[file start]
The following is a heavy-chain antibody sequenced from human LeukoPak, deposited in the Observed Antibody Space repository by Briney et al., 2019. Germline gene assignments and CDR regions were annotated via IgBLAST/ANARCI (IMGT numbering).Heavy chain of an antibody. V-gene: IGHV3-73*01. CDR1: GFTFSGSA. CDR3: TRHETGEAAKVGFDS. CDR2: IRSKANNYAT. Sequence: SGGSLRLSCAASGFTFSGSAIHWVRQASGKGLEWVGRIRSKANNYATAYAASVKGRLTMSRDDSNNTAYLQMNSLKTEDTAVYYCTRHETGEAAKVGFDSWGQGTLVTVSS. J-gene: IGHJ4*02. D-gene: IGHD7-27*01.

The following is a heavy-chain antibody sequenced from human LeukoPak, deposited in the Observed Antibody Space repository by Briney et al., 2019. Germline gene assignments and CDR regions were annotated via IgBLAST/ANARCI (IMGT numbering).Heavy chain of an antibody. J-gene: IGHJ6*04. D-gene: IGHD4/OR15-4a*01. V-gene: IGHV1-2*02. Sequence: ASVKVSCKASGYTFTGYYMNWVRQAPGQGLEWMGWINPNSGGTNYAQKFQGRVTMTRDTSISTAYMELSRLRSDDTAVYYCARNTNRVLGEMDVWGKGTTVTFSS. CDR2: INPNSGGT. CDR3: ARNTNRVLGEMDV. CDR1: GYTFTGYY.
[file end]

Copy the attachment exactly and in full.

The following is a heavy-chain antibody sequenced from human LeukoPak, deposited in the Observed Antibody Space repository by Briney et al., 2019. Germline gene assignments and CDR regions were annotated via IgBLAST/ANARCI (IMGT numbering).Heavy chain of an antibody. V-gene: IGHV3-73*01. CDR1: GFTFSGSA. CDR3: TRHETGEAAKVGFDS. CDR2: IRSKANNYAT. Sequence: SGGSLRLSCAASGFTFSGSAIHWVRQASGKGLEWVGRIRSKANNYATAYAASVKGRLTMSRDDSNNTAYLQMNSLKTEDTAVYYCTRHETGEAAKVGFDSWGQGTLVTVSS. J-gene: IGHJ4*02. D-gene: IGHD7-27*01.

The following is a heavy-chain antibody sequenced from human LeukoPak, deposited in the Observed Antibody Space repository by Briney et al., 2019. Germline gene assignments and CDR regions were annotated via IgBLAST/ANARCI (IMGT numbering).Heavy chain of an antibody. J-gene: IGHJ6*04. D-gene: IGHD4/OR15-4a*01. V-gene: IGHV1-2*02. Sequence: ASVKVSCKASGYTFTGYYMNWVRQAPGQGLEWMGWINPNSGGTNYAQKFQGRVTMTRDTSISTAYMELSRLRSDDTAVYYCARNTNRVLGEMDVWGKGTTVTFSS. CDR2: INPNSGGT. CDR3: ARNTNRVLGEMDV. CDR1: GYTFTGYY.